Big Apple country

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HEREFORDSHIRE: A trip around the cider orchards proves a way of relaxing and learning for Helen Werin. Pictures by Robin Weaver.

We’re sitting around the table in a bright and cosy Herefordshire farm kitchen. Our daughter Sophie’s on the apple juice from the Dragon Orchard which surrounds us.

We’re on the cider; bottles of it are lined up for our delectation. The bottles are tall, slender and elegant, betraying the winemaking background of their creator Simon Day.

Simon modestly tells us that he wanted to use his skills to “see what he could do” with cider. In his first year he took three first prizes with his bottles of Once Upon A Tree.

He claims that there are no great secrets to winning; “We just happen to have one of the very best orchards providing us with the best quality fruit.”

In Cider With Rosie, Laurie Lee describes that first long secret drink as a boy. He called it “golden fire”. We don’t dare take more than a few sips from each bottle because we’re on the road all day, and the next, following the Cider Trail.

Once Upon A Tree is one of more than a dozen other producers along the route. It’s a relaxing meander around Big Apple country – 9,500 acres (and growing) of orchards which produces more than 63m gallons of cider a year.

It takes us from the foothills of the Malvern Hills, to just below the Marcle Ridge, almost in to Wales and to Hereford where the cathedral even has a cider bible in its chained library.

The ciders have names like Roaring Meg, Making Hay, Autumn Harvest and Putley Gold. Most producers offer orchard walks. Some are ever so slightly more commercial than others and sell local crafts and produce as well.

The most interesting tastings are those from the small producers like former agricultural engineer Paul Stephens, of Newton Court Cidery. We tootle down a country lane, the only other traffic being a few horse-riders and turn in to the farmyard.

In one of the barns is his shop, with shelves of bottles, flagons and five-gallon barrels. The bar, which sells draught cider, perry and scrumpy, is what you might call basic, with hay strewn about the floor.

Certificates and rosettes proclaim first prize for this cider, gold award for that. We wander in to Paul’s 15 acre orchard where cows and sheep graze, amazed that he seems to do an awful lot of the work himself – picking, milling, fermenting and bottling. And it’s not even the peak season for cider-making.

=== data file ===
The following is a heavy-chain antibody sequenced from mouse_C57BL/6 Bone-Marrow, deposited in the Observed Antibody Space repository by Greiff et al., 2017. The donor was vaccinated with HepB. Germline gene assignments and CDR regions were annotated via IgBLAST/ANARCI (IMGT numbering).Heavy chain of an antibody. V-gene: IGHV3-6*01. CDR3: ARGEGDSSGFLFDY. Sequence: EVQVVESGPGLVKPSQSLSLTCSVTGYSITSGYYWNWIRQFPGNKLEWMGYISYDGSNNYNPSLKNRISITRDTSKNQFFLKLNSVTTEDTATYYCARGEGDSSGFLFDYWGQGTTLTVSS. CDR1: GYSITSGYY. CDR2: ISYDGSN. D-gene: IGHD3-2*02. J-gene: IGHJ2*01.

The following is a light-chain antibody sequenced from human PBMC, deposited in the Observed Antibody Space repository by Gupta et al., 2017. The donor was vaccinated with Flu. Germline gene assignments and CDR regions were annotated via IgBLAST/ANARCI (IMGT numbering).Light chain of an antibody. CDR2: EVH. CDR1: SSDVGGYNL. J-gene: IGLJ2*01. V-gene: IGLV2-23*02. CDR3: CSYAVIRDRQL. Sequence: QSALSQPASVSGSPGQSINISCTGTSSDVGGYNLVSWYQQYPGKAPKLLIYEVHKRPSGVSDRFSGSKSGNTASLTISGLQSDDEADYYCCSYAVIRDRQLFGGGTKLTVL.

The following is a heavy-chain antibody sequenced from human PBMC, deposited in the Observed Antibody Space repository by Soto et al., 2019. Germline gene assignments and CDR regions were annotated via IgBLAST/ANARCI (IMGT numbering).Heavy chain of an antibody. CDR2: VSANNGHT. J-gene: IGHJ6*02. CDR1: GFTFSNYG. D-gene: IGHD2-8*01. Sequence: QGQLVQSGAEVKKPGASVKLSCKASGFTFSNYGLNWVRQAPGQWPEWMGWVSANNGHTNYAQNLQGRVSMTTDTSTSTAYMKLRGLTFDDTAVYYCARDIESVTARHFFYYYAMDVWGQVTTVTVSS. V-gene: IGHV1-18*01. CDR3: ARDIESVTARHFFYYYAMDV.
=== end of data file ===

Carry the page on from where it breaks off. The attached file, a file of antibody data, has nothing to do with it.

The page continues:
Some of the other producers on our cider route map ask that we ring first to make sure they can be around when we arrive. It’s all very informal and friendly. By the end of the day our boot is rattling with bottles.

We can’t wait to pitch up at our campsite, get the barbecue going and sample a few. Many of our fellow campers at Hereford Camping and Caravanning Club site at Tarrington have come to fish on the lake here, so we have to follow the chinking of real glasses – not plastic, like ours – to find a fellow explorer on the cider trail. He urges us to visit Westons at Much Marcle to get the other side of the cider story. This is a vast, commercial operation turning out 10,000 bottles per hour with its own bottling plant, delivery force and mechanics.

It’s still very much a family business, even after nearly 200 years. Workers are no longer paid a third of their wages in cider though. That was made illegal in 1887, but we’re told that on other farms it continued well after that date.

Can we eat the cider apples? “If you bite into one, believe me, you will spit it right out.”

The ciders are matured, some in enormous oak vessels nearly 200 years old. A couple are called Pip and Squeak. There’s also Darby and Joan, Faith, Hope and Charity, even Donald Duck.

The Cider Museum in Hereford is the old Bulmer’s factory. With hindsight, we should have started our journey here because we get a real feel for how cider-making has evolved over 350 years.

Once it took a day to pick a ton of fruit by hand and some labourers drank nine litres of cider in that time. Now machines with rubber flippers pick 50 tons a day.

At the cathedral we are eager to see the Mappi Mundi, the largest surviving medieval map of the world. The map teems with animals and people, mythological creatures and biblical events. We climb more than 200 steps to the cathedral’s tower. Our panorama takes in Wales, the distinctive Malvern Hills and the Marcle Ridge. I imagine Paul and Simon and the others gearing up for the autumn harvest and all the hard work and excitement that entails.


* Non-members are welcome at Hereford Camping and Caravanning Club site, which is open until the end of October. Heated shower block, laundry, shop, fishing, ball games area. Dogs welcome. The Millpond, Little Tarrington, Hereford, HR1 4JA. 01432 890243.

* Useful websites:;;; The Cider Museum 01432 354207;; Westons Cider, 01531 660108;